We already know much of the truth of the story of Jose Padilla, the American who has waited nearly five years to get his day before the men and women of his jury – his fellow citizens if not exactly his peers. All that is left now is for those jurors and Padilla's judge in Miami to render their legal judgment upon his conduct; to try somehow to fit the square sides of federal conspiracy and terrorism law around the shaky circle of this wretched man's life.
This is not a simplified assessment of all that has come before and all that is likely to come now in this sorry case. It's simply a statement of fact. We may learn a few niggling details about Padilla and his fellow travelers that we don't today know. And we certainly will learn more about the way in which Padilla was treated by our military custodians after he was deemed an "enemy combatant" by President George W. Bush. But the core narrative here about Padilla will be mostly the same after the trial as it is on the eve of today's opening statements.
For example, we know that Padilla is not what our government initially proclaimed he was – a "dirty bomb" plotter. We know this from the government's own official story, grudgingly and belatedly released to the rest of us after intelligence and law enforcement officials privately had begun to question Padilla's stature, intent and ability to detonate a radiological device in an American city. We know this, too, because the terror conspiracy and support charges which Padilla now faces do not include any sort of A-List "weapon of mass destruction" charge.
Many Americans, and indeed some of Padilla's prospective jurors, seem to have missed this important change in the story line. Nearly a half-decade later, they still perceive him as then-Attorney General John Ashcroft sought desperately (and successfully) to have him perceived – as an imminent threat to thousands and thousands of his fellow city-dwelling people. Remember, in the summer of 2002, when Padilla was arrested at O'Hare Airport, there was not yet a rich history of federal exaggeration and over-hype in terror cases. There weren't many grains of salt to be found when high-ranking officials told us that the capture of a terror suspect had yet again prevented the sky from falling.
So, as opening statements begin, one of the most vital challenges for Team Padilla will be to render their client's image from the realm of monster into the realm of the mere criminal suspect; to try to turn him into an ordinary defendant. If Padilla's lawyers can accomplish this trick, and they began the process during jury selection, their client may have a chance to escape the worst of his possible fates. In other words, if Padilla truly is judged solely upon the evidence against him and not upon his reputation or upon the perception people have of him as being a menace to America, it could be a close case.
That's because of another truth about Padilla that has emerged before trial. We know that Padilla talked with his co-defendants, and that the conversations were in some instances taped, and that portions of seven such taped conversations likely will be played for jurors. This evidence, the government claims, proves that Padilla was conspiring with the men to engage in a criminal act. But the actual language used by Padilla of these conversations, we already know from pre-trial disclosures, is not exactly the sort of "smoking gun" chatter that is likely to lead jurors inexorably to convict Padilla. If anything, the conversations jurors will hear make Padilla out to be a hesitant and skeptical recipient of suspicious-sounding chatter from his buddies.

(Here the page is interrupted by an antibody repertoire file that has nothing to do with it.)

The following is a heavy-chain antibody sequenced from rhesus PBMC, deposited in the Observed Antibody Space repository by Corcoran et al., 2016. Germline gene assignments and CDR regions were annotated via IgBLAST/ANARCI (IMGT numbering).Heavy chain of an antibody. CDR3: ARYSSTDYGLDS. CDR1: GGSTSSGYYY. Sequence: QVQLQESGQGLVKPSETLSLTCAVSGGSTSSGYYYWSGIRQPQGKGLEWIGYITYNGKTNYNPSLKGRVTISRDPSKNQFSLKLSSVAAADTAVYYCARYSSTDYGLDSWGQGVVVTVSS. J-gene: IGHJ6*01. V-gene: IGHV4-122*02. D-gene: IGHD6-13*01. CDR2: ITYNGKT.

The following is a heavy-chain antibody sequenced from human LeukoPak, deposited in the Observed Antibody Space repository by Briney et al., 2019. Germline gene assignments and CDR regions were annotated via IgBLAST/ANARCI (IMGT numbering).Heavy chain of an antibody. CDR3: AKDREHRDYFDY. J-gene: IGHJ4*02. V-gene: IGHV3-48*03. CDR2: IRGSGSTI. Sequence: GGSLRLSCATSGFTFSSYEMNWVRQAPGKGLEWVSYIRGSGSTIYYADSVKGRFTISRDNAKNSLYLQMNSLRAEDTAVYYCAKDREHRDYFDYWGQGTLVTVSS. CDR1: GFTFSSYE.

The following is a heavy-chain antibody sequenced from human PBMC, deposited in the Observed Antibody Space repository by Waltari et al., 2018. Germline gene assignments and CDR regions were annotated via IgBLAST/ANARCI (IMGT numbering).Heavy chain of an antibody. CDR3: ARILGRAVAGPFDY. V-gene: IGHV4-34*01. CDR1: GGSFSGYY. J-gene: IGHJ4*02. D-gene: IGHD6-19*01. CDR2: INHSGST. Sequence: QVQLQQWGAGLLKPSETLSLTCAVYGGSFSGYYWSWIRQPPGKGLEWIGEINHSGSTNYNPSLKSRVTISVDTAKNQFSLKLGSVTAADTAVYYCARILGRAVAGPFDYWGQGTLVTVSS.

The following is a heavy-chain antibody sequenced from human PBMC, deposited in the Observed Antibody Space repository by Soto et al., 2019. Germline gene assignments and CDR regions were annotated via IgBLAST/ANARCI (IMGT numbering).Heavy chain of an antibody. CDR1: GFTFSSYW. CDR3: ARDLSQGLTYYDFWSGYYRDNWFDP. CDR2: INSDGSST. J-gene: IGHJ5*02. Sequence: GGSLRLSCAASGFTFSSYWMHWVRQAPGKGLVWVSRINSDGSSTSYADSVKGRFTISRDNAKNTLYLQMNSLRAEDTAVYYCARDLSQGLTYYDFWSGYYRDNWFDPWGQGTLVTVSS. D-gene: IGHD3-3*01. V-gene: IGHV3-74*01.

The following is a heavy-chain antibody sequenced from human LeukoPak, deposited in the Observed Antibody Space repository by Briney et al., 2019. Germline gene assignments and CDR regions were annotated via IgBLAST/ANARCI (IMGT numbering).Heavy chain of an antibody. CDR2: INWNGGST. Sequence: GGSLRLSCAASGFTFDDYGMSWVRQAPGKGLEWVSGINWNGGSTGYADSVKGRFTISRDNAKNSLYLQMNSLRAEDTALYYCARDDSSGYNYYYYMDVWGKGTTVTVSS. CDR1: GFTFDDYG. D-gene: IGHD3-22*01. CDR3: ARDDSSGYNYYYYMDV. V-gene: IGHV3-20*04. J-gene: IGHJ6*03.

And so, for prosecutors during opening statements the mission will be to try to offer as much context and perspective about these conversations as U.S. District judge Marcia G. Cooke will allow (she refused to allow into evidence Padilla's so-called "confession" because, she ruled, it was obtained through extraordinary interrogation methods). They will tell jurors that where there is smoke there is fire; that Padilla was up to no good when he was conversing with these other unhappy fellows and that, given the history of Padilla's life, he was a terrorist-in-training, a willing volunteer to wage whatever sort of jihad these guys were planning against U.S. targets here and abroad.
The feds will tell jurors, for example, that Padilla filled out a "terror camp" application before the terror attacks of September 11, 2001. Then they will try to convince the panel that Padilla's vague comments on those audiotapes are not a sign of his lack of criminal intent but rather his purposeful way of communicating in a code designed by the suspects to protect their true intentions. In other words, the feds have to gloss into the realm of the sinister conversations which otherwise may appear to jurors to be just plain odd. And if they can immerse this trial in scary terror talk, and push jurors toward viewing Padilla's conduct through that ominous sheen, they won't need a terribly strong case to push jurors into a conviction.
The government says that even if Padilla isn't a "dirty bomb" suspect he is still a bad enough guy, with enough criminal intent, to warrant convicting him as a terrorist and sending him to prison. Padilla and his lawyers say that he is neither a "dirty bomb" suspect, nor a terror conspirator, but rather a troubled guy who ran with the wrong crowd for too long. This trial is about where jurors can and will come down on that sliding scale of perceptions. After nearly five years of stops and starts, fits and fiddles, and one constitutional question after another, it's about time this process moved forward toward such a definite resolution. I would imagine that both sides already agree about that.
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